Flooding Recession

As waters slowly recede along the banks of the Cumberland River the question is, what will be the lingering effects of the flooding of Nashville and the upcoming CMA Music Festival?

When the Nashville area was hit with more than 13 inches of rain over the May 1-2 weekend, water spilled over the banks flooding some of the most precious real estate in music history. None of the deaths in Nashville that were attributed to the flooding took place in the area but the damage was significant and heartbreaking.

The Grand Ole Opry House got the most attention, with water flooding its basements and rising above its historic stage. The 6-foot wooden circle, which has literally supported artists from Hank Williams to Blake Shelton, was transported in 1975 from the Opry’s original location – Ryman Auditorium, which escaped flooding. Memorabilia was damaged and shows from the Opry were immediately redirected to other venues, including the War Memorial Auditorium.

In fact, all of Music Row, which exists many blocks from the highest cresting, did not see a break in action with all its agencies and other businesses remaining open. The offices of CMT, however, were shuttered May 4 and a representative told Pollstar the staff was operating from laptops in various locations across the city.

The Country Music Hall of Fame, and all of its memorabilia, was under threat of permanent damage. The Schermerhorn Symphony Center lost some pianos but was spared its stage. Water flooded the Bridgestone Arena, damaging dressing rooms and the floor where the NHL’s Nashville Predators play. LP Field – home to the NFL’s Tennessee Titans and the main venue of the CMA Festival – was filled with water immediately after the rain.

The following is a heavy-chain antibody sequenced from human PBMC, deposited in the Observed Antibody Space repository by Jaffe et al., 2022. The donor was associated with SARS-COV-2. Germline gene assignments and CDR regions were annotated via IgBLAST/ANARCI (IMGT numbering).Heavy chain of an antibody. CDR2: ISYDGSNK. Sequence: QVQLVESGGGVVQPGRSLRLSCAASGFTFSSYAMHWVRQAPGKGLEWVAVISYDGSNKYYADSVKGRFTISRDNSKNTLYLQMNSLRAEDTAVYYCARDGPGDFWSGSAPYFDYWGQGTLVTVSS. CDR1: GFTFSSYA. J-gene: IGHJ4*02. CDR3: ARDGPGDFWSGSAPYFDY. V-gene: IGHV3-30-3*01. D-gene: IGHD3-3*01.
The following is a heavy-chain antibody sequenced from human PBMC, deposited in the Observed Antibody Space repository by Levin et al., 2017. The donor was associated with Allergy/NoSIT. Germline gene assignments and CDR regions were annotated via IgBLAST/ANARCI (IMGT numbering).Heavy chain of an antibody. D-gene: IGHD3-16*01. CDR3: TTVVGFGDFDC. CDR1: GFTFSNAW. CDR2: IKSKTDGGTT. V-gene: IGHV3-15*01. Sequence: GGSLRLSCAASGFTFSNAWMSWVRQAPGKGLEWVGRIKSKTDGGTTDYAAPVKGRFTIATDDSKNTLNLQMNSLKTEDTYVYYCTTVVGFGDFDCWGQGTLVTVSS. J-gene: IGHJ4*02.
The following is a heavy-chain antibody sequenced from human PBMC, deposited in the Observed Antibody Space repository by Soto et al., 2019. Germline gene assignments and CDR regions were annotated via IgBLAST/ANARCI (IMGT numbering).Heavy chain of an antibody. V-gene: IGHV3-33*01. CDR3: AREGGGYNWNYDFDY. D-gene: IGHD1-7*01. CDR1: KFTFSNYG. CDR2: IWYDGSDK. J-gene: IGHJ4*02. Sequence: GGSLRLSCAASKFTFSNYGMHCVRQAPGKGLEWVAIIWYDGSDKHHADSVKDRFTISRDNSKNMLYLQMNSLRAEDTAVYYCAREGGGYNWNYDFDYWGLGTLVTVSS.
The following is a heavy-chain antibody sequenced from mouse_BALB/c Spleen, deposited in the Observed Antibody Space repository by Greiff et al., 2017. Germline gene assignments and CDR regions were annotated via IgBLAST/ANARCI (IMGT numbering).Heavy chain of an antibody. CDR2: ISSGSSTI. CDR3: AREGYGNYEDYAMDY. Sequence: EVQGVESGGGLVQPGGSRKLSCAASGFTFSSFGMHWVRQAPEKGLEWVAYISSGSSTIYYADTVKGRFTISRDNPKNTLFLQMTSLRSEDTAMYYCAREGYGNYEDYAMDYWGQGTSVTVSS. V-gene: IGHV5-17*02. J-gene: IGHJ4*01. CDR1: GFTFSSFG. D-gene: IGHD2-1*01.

There were also two facilities that have not garnered much attention but could have some long-lasting damage. Soundcheck Nashville rehearsal studio – the largest indoor rehearsal studio in the world – was flooded. Although it could not be confirmed, word is the musical instruments it contains are bountiful, but damaged. Also, the GM of Gibson USA told the Tennessean water got into the guitar factory, but nobody had been in there since the flood.

It is unclear if all of these facilities are current with flood insurance.

Meanwhile, it will be at least three months before doors open again at the massive Gaylord Entertainment complex that includes (along with the Opry) the Opry Mills Mall and Opryland Hotel. Damage is estimated at $75 million.

LP Field and Riverfront Park, the two main venues of the CMA Music Festival, are expected to be functional, albeit with some expensive cleanup, by the time the fest kicks off June 10. However, with attractions like the Hall of Fame and the Opry House questionable, tourism could take a hit.